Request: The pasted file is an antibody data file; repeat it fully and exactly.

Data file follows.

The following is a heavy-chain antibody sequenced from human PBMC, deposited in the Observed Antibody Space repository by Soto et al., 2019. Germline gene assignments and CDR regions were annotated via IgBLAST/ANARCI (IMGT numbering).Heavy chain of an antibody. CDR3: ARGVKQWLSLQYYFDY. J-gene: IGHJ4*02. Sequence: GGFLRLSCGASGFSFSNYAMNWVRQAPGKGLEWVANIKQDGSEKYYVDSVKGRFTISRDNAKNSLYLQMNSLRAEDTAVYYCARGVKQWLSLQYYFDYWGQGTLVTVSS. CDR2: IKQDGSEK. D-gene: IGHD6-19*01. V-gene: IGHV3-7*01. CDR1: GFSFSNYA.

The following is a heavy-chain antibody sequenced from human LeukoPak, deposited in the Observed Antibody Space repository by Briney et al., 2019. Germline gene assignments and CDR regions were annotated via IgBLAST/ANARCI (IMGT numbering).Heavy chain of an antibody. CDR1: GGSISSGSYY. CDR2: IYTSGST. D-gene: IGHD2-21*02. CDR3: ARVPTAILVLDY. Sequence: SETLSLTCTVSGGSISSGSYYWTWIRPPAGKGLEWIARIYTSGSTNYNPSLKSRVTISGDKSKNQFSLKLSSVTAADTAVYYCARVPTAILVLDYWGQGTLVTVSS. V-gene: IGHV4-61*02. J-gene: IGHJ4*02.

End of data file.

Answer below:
The following is a heavy-chain antibody sequenced from human PBMC, deposited in the Observed Antibody Space repository by Soto et al., 2019. Germline gene assignments and CDR regions were annotated via IgBLAST/ANARCI (IMGT numbering).Heavy chain of an antibody. CDR3: ARGVKQWLSLQYYFDY. J-gene: IGHJ4*02. Sequence: GGFLRLSCGASGFSFSNYAMNWVRQAPGKGLEWVANIKQDGSEKYYVDSVKGRFTISRDNAKNSLYLQMNSLRAEDTAVYYCARGVKQWLSLQYYFDYWGQGTLVTVSS. CDR2: IKQDGSEK. D-gene: IGHD6-19*01. V-gene: IGHV3-7*01. CDR1: GFSFSNYA.

The following is a heavy-chain antibody sequenced from human LeukoPak, deposited in the Observed Antibody Space repository by Briney et al., 2019. Germline gene assignments and CDR regions were annotated via IgBLAST/ANARCI (IMGT numbering).Heavy chain of an antibody. CDR1: GGSISSGSYY. CDR2: IYTSGST. D-gene: IGHD2-21*02. CDR3: ARVPTAILVLDY. Sequence: SETLSLTCTVSGGSISSGSYYWTWIRPPAGKGLEWIARIYTSGSTNYNPSLKSRVTISGDKSKNQFSLKLSSVTAADTAVYYCARVPTAILVLDYWGQGTLVTVSS. V-gene: IGHV4-61*02. J-gene: IGHJ4*02.